Andy Jackson -
Signal To Noise

(CD 2014, 40:51, Esoteric Antenna EANTCD 1040)

The tracks:
  1- The Boy In The Forest(7:09)
  2- One More Push(4:22)
  3- Invisible Colours(4:49)
  4- Spray Paint(3:33)
  5- Herman At The Fountain(9:54)
  6- It All Came Crashing Down(3:50)
  7- Brownian Motion(7:19)

Website      Esoteric Recordings

Andy Jackson is a name that will ring a bell with a lot of progressive rock fans. He was the sound engineer on the Pink Floyd movie The Wall (1982) and has since worked as sound engineer with Pink Floyd, David Gilmour, Boomtown Rats, and also Fields Of The Nephilim.
Apart from recording and engineering work however, Andy also is a guitarist and singer. Before releasing his solo album Signal To Noise, he played with The Eden House, a band led by former Fields Of The Nephilim bass player Tony Pettitt

First of all, it should be noted that Signal To Noise indeed is a solo album. All instruments are played by Jackson himself, and of course no one but the man himself touched the cont rols during recording, mixing and mastering. As a result, this album sounds a lot like Pink Floyd, in terms of sound and mixing, as well as in terms of music. But, sounding like Pink Floyd is not the same as sounding as Pink Floyd, and musically there are definitely large differences. Partly because Jackson, although a good musician, cannot be compared to the likes of David Gilmour or Roger Waters when it comes to playing and composition, and partly because he has incorporated influences that never got into Pink Floyd's music.

Overall, the album reminds me a lot of early '70s Pink Floyd, especially in the opening track The Boy In The Forest and Invisible Colours. Also, a number of tracks contain guitar solos that are clearly inspired by David Gilmour. On tracks Spray Paint (80's Floyd) and It All Came Crashing Down (The Wall,1979) later Pink Floyd influences appear as well. What makes this work less inspiring than a Pink Floyd album is the fact that a lot of the tracks are somewhat repetitive in nature, and all tracks seem to be played in almost the same low tempo, which makes it hard to keep paying attention. A nice surprise are the vocals on the last three tracks. In parts of these (and the whole track in case of Brownian Motion) Jackson sings in a slow, low voice that might be inspired by the gothic rock of Fields Of T he Nephilim, but it also reminds me of Steve Hackett's voice on his album Wild Orchid (2006,  think of the track The Man In The Long Black Coat).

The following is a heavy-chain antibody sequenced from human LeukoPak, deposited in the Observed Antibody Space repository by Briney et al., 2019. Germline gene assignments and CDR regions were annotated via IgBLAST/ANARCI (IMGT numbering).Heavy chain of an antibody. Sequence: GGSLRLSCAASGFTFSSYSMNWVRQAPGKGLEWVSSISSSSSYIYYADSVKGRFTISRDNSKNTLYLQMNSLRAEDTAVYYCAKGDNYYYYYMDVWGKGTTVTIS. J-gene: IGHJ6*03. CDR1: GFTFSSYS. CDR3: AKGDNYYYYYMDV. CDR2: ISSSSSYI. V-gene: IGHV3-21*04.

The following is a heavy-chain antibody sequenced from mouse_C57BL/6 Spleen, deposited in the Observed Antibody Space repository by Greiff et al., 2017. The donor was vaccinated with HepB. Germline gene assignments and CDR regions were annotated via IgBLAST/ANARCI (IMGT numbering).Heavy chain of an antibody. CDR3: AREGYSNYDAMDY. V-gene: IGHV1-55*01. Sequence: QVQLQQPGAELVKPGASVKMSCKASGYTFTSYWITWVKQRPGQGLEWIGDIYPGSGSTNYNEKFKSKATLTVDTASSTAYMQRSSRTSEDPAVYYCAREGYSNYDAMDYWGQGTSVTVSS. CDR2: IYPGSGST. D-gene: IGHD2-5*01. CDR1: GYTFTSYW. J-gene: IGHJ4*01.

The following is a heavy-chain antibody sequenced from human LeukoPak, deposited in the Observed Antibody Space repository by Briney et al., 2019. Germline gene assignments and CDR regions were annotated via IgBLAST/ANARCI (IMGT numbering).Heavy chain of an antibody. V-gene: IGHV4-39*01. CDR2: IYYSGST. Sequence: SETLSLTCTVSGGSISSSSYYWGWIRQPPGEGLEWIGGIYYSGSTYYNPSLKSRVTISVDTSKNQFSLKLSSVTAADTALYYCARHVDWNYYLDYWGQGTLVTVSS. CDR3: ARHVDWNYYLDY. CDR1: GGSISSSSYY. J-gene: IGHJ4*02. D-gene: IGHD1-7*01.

All in all, I have to admit that on the first few listens, this album came across as a bit boring. However, listening more often and more closely reveals that it is not really boring, although some of the tracks are stretching the same themes a bit too long. Jackson is not a bad musician, nor a bad s inger, but he could benefit from using more of his own ideas instead of letting the influences of those who he worked with the past 30 years prevail. Worth listening, but not a must have album.

***+ Angelo Hulshout (edited by Astrid de Ronde)

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